Return to Merlin


Maker: Merlin.

I wish I could say more about this pen, but most of its best attributes are of a tactile sort that defy easy explanation, not unlike the problem of describing a smell without resorting to simile.  It might be thought of as an excellent distillation of all the lessons of pen-making that were there for the learning up to 1940 or so; looks, materials, and reliability are all there, but all slightly past the expected date.  The effect is similar (oh, look, a simile) to what one gets watching the Alastair Sim version of A Christmas Carol, in that it is wonderful in all its parts, but you have trouble accepting that it was made as recently as it was.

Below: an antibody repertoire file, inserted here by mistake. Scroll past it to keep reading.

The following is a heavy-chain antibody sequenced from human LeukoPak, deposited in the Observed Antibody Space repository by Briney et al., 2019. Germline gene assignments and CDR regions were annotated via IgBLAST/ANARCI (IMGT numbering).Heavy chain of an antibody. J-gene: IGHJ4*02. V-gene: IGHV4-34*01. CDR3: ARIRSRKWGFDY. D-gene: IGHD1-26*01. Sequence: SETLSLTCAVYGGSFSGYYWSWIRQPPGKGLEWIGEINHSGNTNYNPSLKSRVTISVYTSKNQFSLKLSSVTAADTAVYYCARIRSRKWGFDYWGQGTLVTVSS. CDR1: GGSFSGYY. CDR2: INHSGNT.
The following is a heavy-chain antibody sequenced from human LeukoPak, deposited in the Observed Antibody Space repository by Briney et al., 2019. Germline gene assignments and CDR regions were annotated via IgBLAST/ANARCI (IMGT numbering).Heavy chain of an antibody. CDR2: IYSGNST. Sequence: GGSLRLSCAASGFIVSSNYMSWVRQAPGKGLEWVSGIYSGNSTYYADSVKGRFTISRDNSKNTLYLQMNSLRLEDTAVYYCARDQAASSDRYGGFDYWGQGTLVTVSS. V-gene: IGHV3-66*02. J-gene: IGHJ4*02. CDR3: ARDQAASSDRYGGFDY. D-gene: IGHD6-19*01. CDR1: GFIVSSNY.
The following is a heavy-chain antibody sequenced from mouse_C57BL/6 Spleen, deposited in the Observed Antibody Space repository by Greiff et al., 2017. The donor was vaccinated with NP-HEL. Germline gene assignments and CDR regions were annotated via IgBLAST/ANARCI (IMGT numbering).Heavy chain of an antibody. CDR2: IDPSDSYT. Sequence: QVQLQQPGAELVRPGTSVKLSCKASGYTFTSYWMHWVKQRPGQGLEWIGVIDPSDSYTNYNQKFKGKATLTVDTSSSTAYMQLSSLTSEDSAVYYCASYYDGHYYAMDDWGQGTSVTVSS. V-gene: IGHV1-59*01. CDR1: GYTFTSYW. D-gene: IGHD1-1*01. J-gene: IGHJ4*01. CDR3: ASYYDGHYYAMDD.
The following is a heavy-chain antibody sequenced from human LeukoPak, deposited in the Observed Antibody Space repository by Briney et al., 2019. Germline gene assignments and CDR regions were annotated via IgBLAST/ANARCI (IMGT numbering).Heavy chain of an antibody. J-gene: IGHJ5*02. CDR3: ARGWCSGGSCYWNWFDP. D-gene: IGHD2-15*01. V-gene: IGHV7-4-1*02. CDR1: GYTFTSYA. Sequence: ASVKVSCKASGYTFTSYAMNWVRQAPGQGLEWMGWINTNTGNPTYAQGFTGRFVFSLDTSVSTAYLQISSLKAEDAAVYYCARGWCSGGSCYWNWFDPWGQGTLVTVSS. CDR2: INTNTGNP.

Production Run: c. 1950 – c. 1955.

Cost When New: Apparently low, and if so it was good value.

Size: 11.9 cm long capped, 13.8 cm posted, 10.5 cm uncapped.

Point: 14k gold, which it also expresses as “585”.  While marked “Merlin”, it also carries the logo of Degussa, the German precious-metals concern that for a time owned Osmia.

Body: Celluloid.

Filler: Button , capacity approx. 0.5 ml

The Merlin 33, which stands here as a poster child for the difficulty of taking a nice picture of really good celluloid; in giving a sense of the visual texture, I’ve let it be a little too radioactive-looking.



If you are relying on the preceding information to win a bet or impress a teacher, you should read the site’s scholarly caveat. Remember, this is the internet, and it’s full of bad information.

Permanent link to this article: